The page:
Judges

  • When you were younger did you ever “buy” a present for a family member when actually it was your parent who picked it out and paid for it?
  • What’s a sport or musical instrument that you’ve once been very passionate about but that later you put aside in favor of something else?
  • Have you ever seen someone give themselves credit for something that actually done for them by someone else (i.e. a project at a school science fair that their parents worked on)?

When Joshua died, the people of Israel continued to live in the land promised to them by God. But as they did so, they did not fully follow God’s commands to stay committed to him alone. Instead, they kept some of the previous inhabitants around to serve as forced laborers, which angered God. He knew that the Israelites would be tempted to worship the statues to the Baal, which were said to give rain to ensure good harvests.

Time after time, the Israelites turned away from God who had led them into their promised land. They worshiped the false gods of the neighboring peoples. Each time that a neighboring tribe would raid their lands and attempt to subdue them, they would again cry out to God for mercy and He would raise up a judge to deliver them. The judges were prophets who spoke for God, delivering legally-binding decisions in disputes, as well as military leaders who would rally the Israelites in battle. They would drive back their enemies and as soon as the threat was gone, the people would relapse into their previous disobedience to God.

The people that God called upon to serve as his judges often did not fit the part or even want to serve. At least one of the judges was a woman named Deborah. She would sit under a palm tree in the hill country and people would come from far and wide for her to settle their disputes. She even led men into battle. Gideon was hiding wheat in a wine press to safeguard it from the Midianites when the angel of God came to tell him that he would lead his countrymen in battle. Gideon tried several times to explain to God that he wasn’t up to the task, claiming that he was the weakest member of his family inside the weakest clan in the tribe of Manasseh. But still God called him to lead his people to victory.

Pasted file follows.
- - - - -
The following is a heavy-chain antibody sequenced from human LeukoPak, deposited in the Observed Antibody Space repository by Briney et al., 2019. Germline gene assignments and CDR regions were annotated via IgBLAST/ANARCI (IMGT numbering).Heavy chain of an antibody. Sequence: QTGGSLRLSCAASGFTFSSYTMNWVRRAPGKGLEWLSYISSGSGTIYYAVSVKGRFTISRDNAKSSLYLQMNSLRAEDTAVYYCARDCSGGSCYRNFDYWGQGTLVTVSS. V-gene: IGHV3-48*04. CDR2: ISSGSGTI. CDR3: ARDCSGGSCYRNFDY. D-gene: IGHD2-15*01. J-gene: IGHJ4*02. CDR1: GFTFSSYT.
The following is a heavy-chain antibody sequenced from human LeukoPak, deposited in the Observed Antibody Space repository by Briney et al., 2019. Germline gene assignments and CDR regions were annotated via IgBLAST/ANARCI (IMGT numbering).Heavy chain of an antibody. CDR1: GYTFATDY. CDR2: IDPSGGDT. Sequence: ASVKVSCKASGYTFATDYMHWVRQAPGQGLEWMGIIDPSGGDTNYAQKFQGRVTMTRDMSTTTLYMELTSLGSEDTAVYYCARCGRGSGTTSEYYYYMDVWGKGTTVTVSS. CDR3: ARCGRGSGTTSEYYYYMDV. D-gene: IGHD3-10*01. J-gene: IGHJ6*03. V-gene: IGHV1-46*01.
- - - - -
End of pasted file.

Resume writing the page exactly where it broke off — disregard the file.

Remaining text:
Taking it even further, before the battle God repeatedly reduced the number of men ready to fight alongside Gideon until the number had fallen from tens of thousands (many of whom were afraid) to just three hundred who were not afraid to fight. God knew that if an overwhelming force won the day that the Israelites would not give him credit for the victory. Instead Gideon took the three hundred men and launched a sneak attack on the Midianite camp, making them believe they were surrounded on all sides by many more soldiers than he actually had.
But still, the people of Israel abandoned God as soon as the danger had passed. They lapsed back into disobedience and waited for a new savior to rise up such as an extremely strong man named Samson. But instead he used his enormous strength, not to protect God’s people, but to bully all those around him, humiliate his enemies and flaunt his personal desires over all other considerations.

In those days there was no king in Israel; all the people did what was right in their own eyes. (Judges 21:25)

So often we accomplish something that we never had dreamed we would be able to do. And instead of acknowledging we had help (from the coach who pushed us hard in practice, the parent who forces us to study, or the friend who shared their notes, etc.), we take all of the credit for ourselves. God brought the Israelites into the Promised Land. He gave them all the laws they needed to live in peace with Him and each other. Yet they could not seem to remember that. When they were in crisis and begged for his help, he raised up people to save them. But he made sure to pick people who didn’t have the characteristics we would associate with a hero.

God equips the called. He doesn’t call the equipped. We must remember to give him credit for those times He got us through a tough situation. And as well, we must remember to not only come to him when we need help. He wants an ongoing relationship with us, one in which we are always pursuing a righteous life.

Remember: It’s not about you.
A person’s pride and selfishness can only get them so far before they need help from someone else. Don’t forget that.

Pray.
God already knows that we often think we know better than Him. He already knows what each of us struggle with in our lives. He knows we often doubt our abilities. So why try to hide it from Him? Pray honestly with God about your shortcomings. Pray honestly with God about your struggles to live the way he wants you to.

More.
The Lunch Date